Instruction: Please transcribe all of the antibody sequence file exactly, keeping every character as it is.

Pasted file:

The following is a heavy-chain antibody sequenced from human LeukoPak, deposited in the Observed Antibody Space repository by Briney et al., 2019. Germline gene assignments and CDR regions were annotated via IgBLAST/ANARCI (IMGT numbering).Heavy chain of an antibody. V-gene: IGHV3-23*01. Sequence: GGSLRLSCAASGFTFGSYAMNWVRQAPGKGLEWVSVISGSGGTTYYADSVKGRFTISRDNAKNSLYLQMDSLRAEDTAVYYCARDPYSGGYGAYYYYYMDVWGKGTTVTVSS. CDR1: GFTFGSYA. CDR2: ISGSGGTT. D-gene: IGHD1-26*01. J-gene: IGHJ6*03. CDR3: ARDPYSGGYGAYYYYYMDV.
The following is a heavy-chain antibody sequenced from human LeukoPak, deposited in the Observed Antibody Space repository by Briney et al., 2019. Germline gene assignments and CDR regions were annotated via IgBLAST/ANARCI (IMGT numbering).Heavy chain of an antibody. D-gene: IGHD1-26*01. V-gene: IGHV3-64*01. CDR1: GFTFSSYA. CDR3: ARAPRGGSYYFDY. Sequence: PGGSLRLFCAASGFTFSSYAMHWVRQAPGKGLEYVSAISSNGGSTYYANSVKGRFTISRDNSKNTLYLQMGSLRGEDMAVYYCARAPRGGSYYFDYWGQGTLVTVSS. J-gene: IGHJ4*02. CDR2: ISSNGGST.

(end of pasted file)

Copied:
The following is a heavy-chain antibody sequenced from human LeukoPak, deposited in the Observed Antibody Space repository by Briney et al., 2019. Germline gene assignments and CDR regions were annotated via IgBLAST/ANARCI (IMGT numbering).Heavy chain of an antibody. V-gene: IGHV3-23*01. Sequence: GGSLRLSCAASGFTFGSYAMNWVRQAPGKGLEWVSVISGSGGTTYYADSVKGRFTISRDNAKNSLYLQMDSLRAEDTAVYYCARDPYSGGYGAYYYYYMDVWGKGTTVTVSS. CDR1: GFTFGSYA. CDR2: ISGSGGTT. D-gene: IGHD1-26*01. J-gene: IGHJ6*03. CDR3: ARDPYSGGYGAYYYYYMDV.
The following is a heavy-chain antibody sequenced from human LeukoPak, deposited in the Observed Antibody Space repository by Briney et al., 2019. Germline gene assignments and CDR regions were annotated via IgBLAST/ANARCI (IMGT numbering).Heavy chain of an antibody. D-gene: IGHD1-26*01. V-gene: IGHV3-64*01. CDR1: GFTFSSYA. CDR3: ARAPRGGSYYFDY. Sequence: PGGSLRLFCAASGFTFSSYAMHWVRQAPGKGLEYVSAISSNGGSTYYANSVKGRFTISRDNSKNTLYLQMGSLRGEDMAVYYCARAPRGGSYYFDYWGQGTLVTVSS. J-gene: IGHJ4*02. CDR2: ISSNGGST.